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Friday, August 1, 2014

Aldous Huxley Narrates "Brave New World"

Huxley's Brave New World (wiki): audio from a 1979 LP of a 1956 CBS Radio Workshop broadcast. The musical score is by Bernard Herrmann (wiki). The description from Youtube is below the video. 

From youtube: The CBS Radio Workshop was an experimental series of productions, subtitled "radio's distinguished series to man's imagination" that ran between 27 January 1956 and 22 September 1957. The premiere production was Brave New World, narrated by Huxley himself, with a complicated sound-effects score that evidently took a long time to construct, and comprised a ticking metronome, tom-tom beats, bubbling water, an air hose, a cow's moo, an oscillator, and three kinds of wine glasses clicking together.There was also a cast of some ten actors.

What was most evident about this two-part adaptation, now available on podcast, was the vocal contrasts: between Huxley the narrator, telling the story in a cut-glass marked RP accent interspersed with occasional Americanisms ("diaper" instead of "nappy," for instance); the Controller, who spoke throughout in jovial tones, appropriate for the Brave New World of perpetual happiness; and the Savage, the representative of feeling, emotional humanity - now consigned to a reserve in darkest Mexico - whose tones became increasingly desperate as he understood how mechanized the universe had become.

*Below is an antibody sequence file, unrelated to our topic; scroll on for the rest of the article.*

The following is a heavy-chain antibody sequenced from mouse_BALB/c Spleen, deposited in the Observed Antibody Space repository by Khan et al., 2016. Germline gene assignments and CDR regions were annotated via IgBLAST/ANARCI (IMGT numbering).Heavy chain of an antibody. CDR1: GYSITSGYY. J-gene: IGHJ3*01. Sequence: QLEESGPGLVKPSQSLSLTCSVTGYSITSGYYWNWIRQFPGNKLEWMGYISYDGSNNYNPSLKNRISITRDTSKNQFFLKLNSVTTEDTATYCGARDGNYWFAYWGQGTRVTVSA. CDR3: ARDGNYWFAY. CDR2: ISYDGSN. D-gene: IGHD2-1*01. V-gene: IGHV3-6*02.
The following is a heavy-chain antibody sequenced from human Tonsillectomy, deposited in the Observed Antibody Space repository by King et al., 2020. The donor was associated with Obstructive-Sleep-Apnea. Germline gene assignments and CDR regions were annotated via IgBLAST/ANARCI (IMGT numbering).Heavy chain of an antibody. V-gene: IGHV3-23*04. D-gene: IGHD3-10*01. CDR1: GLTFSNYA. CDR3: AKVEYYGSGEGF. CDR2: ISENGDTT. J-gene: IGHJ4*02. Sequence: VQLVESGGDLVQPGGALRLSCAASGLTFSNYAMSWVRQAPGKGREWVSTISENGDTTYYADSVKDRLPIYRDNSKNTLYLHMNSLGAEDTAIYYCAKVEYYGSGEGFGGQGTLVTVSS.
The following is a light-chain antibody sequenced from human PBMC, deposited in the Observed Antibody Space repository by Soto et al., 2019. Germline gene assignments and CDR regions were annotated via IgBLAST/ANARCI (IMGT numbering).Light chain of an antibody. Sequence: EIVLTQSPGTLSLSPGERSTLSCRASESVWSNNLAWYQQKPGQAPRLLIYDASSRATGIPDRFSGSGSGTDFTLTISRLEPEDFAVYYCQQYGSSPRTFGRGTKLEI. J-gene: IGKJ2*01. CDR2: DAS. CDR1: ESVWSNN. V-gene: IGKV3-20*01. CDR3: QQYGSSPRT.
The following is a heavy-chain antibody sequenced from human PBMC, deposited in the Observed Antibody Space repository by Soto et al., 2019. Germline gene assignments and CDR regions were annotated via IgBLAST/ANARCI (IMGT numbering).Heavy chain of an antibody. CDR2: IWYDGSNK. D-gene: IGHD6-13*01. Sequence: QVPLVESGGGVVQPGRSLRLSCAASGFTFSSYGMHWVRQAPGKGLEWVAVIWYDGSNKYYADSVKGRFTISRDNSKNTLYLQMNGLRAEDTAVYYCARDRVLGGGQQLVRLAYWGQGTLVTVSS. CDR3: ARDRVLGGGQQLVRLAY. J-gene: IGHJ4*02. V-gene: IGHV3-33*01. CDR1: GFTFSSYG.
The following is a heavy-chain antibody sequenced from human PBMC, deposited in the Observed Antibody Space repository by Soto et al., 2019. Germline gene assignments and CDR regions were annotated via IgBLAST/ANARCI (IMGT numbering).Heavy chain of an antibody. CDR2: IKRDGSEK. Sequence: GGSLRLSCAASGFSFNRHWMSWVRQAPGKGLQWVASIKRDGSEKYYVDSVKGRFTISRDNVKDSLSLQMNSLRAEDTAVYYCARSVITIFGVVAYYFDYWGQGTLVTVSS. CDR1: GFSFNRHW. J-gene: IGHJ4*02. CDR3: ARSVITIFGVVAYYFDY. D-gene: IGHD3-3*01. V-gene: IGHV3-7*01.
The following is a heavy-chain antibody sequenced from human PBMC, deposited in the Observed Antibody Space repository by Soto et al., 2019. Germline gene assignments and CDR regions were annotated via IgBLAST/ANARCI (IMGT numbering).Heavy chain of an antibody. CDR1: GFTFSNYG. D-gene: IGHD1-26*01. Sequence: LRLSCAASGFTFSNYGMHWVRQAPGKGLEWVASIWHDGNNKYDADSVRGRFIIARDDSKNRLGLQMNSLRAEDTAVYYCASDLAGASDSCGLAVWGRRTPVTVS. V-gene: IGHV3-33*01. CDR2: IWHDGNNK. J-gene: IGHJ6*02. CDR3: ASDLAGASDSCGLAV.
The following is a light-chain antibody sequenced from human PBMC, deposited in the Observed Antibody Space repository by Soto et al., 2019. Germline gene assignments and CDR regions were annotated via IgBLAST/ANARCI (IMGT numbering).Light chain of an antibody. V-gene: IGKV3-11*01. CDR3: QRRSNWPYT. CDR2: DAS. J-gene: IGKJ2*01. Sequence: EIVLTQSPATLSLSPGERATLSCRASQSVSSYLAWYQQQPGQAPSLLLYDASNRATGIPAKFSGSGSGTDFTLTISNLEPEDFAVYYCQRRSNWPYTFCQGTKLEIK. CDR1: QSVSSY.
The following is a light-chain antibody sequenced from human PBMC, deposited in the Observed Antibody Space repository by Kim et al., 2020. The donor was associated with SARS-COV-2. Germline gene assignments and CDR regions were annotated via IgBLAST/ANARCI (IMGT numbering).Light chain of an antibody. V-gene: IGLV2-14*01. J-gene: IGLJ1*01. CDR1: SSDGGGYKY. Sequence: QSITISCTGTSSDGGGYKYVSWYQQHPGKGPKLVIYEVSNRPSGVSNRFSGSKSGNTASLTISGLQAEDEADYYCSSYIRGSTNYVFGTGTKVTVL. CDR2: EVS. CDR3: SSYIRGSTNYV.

The Brave New World was a topsy-turvy environment, which despised institutions such as marriage and parenthood (any mention of such terms was greeted with scornful laughter), and advocated free love without passion. Everyone belonged to everyone else, and no one needed to think any more. Despite the Director's jovial protestations that this was the best of all possible worlds (shades of Voltaire's Candide), the doom-laden consequences of what had happened were suggested by Bernard Herrman's specially composed score, full of doom-laden chords and metronome-like chimes played on the tubular bells.

The adaptation was announced by the actor William Conrad - who subsequently found fame on television as the corpulent detective Cannon: at the end of the first episode he informed listeners in no uncertain terms about the moral purpose of Froug's adaptation. It was intended as a "warning against the destruction of moral standards, family life and the soul of man."

Despite its age, and the quality of the recording - punctuated occasionally by crackles, indicating that it might have been transcribed from a vinyl disc - this was a spellbinding version of Huxley's tale, that made for uncomfortable listening.

via @terryteachout

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